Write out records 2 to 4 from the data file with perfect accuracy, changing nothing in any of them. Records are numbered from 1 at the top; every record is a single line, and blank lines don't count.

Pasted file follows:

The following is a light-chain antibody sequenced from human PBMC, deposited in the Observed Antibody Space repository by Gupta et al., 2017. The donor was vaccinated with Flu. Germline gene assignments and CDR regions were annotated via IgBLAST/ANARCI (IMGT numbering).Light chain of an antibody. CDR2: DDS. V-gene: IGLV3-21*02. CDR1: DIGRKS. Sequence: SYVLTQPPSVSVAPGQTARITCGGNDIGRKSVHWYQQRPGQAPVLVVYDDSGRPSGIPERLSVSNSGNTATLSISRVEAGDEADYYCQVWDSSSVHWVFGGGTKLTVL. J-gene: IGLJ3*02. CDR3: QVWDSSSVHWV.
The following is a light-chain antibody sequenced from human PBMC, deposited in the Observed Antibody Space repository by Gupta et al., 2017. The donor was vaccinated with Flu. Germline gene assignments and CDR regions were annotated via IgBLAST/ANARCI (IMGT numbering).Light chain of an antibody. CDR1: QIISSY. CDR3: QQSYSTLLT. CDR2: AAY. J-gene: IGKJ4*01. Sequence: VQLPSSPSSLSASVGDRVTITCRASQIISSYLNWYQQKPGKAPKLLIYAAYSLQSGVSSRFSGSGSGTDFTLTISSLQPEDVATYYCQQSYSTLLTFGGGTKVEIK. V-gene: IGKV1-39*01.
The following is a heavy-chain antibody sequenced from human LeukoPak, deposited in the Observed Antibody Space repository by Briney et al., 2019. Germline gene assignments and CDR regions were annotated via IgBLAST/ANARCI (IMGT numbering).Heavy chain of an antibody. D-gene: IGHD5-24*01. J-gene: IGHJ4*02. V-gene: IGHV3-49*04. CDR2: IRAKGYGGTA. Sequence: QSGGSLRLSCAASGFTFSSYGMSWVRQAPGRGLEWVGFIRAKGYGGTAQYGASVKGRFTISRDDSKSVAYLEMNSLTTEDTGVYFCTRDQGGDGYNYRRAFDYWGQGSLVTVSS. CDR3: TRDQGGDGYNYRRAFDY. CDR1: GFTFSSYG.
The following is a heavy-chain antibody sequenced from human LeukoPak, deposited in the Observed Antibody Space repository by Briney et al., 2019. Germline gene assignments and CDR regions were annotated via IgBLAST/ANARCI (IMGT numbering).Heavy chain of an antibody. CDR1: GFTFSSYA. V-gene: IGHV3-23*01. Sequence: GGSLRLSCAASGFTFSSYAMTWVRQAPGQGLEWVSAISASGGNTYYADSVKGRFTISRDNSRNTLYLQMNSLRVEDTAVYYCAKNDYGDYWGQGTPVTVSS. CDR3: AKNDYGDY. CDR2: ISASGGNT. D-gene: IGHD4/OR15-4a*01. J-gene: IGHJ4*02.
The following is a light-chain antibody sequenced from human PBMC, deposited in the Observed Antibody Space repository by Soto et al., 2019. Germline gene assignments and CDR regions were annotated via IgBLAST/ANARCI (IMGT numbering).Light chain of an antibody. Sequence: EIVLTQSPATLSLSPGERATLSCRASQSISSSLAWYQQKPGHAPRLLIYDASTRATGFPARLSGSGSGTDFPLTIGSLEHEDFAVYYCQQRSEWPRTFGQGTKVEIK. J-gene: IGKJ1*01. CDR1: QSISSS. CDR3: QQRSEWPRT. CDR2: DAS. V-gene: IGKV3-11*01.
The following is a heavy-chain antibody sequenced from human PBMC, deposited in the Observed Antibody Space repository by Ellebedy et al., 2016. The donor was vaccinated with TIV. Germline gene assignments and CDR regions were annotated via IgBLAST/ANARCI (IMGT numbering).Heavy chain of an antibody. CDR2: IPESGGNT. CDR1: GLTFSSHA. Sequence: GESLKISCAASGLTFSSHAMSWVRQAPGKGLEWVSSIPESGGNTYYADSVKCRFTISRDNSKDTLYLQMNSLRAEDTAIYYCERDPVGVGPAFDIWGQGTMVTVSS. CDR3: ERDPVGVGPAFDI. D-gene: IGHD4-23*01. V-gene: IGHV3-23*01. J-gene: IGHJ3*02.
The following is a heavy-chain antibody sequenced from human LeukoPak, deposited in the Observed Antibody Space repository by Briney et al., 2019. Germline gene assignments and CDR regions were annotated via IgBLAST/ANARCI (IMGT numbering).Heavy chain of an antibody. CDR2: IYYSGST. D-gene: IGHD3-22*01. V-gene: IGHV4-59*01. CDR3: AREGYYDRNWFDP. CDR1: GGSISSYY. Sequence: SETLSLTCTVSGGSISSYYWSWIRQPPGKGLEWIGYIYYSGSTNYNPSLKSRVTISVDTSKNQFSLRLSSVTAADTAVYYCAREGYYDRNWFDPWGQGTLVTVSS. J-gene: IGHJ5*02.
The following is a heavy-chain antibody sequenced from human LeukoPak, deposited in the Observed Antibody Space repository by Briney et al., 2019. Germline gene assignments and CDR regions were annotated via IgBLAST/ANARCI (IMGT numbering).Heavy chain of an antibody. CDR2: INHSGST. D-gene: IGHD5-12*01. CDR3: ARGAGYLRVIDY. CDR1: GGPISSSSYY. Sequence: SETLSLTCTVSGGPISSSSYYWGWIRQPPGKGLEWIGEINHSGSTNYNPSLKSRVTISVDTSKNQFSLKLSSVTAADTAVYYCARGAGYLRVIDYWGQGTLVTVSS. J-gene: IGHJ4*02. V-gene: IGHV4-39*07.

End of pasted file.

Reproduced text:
The following is a light-chain antibody sequenced from human PBMC, deposited in the Observed Antibody Space repository by Gupta et al., 2017. The donor was vaccinated with Flu. Germline gene assignments and CDR regions were annotated via IgBLAST/ANARCI (IMGT numbering).Light chain of an antibody. CDR1: QIISSY. CDR3: QQSYSTLLT. CDR2: AAY. J-gene: IGKJ4*01. Sequence: VQLPSSPSSLSASVGDRVTITCRASQIISSYLNWYQQKPGKAPKLLIYAAYSLQSGVSSRFSGSGSGTDFTLTISSLQPEDVATYYCQQSYSTLLTFGGGTKVEIK. V-gene: IGKV1-39*01.
The following is a heavy-chain antibody sequenced from human LeukoPak, deposited in the Observed Antibody Space repository by Briney et al., 2019. Germline gene assignments and CDR regions were annotated via IgBLAST/ANARCI (IMGT numbering).Heavy chain of an antibody. D-gene: IGHD5-24*01. J-gene: IGHJ4*02. V-gene: IGHV3-49*04. CDR2: IRAKGYGGTA. Sequence: QSGGSLRLSCAASGFTFSSYGMSWVRQAPGRGLEWVGFIRAKGYGGTAQYGASVKGRFTISRDDSKSVAYLEMNSLTTEDTGVYFCTRDQGGDGYNYRRAFDYWGQGSLVTVSS. CDR3: TRDQGGDGYNYRRAFDY. CDR1: GFTFSSYG.
The following is a heavy-chain antibody sequenced from human LeukoPak, deposited in the Observed Antibody Space repository by Briney et al., 2019. Germline gene assignments and CDR regions were annotated via IgBLAST/ANARCI (IMGT numbering).Heavy chain of an antibody. CDR1: GFTFSSYA. V-gene: IGHV3-23*01. Sequence: GGSLRLSCAASGFTFSSYAMTWVRQAPGQGLEWVSAISASGGNTYYADSVKGRFTISRDNSRNTLYLQMNSLRVEDTAVYYCAKNDYGDYWGQGTPVTVSS. CDR3: AKNDYGDY. CDR2: ISASGGNT. D-gene: IGHD4/OR15-4a*01. J-gene: IGHJ4*02.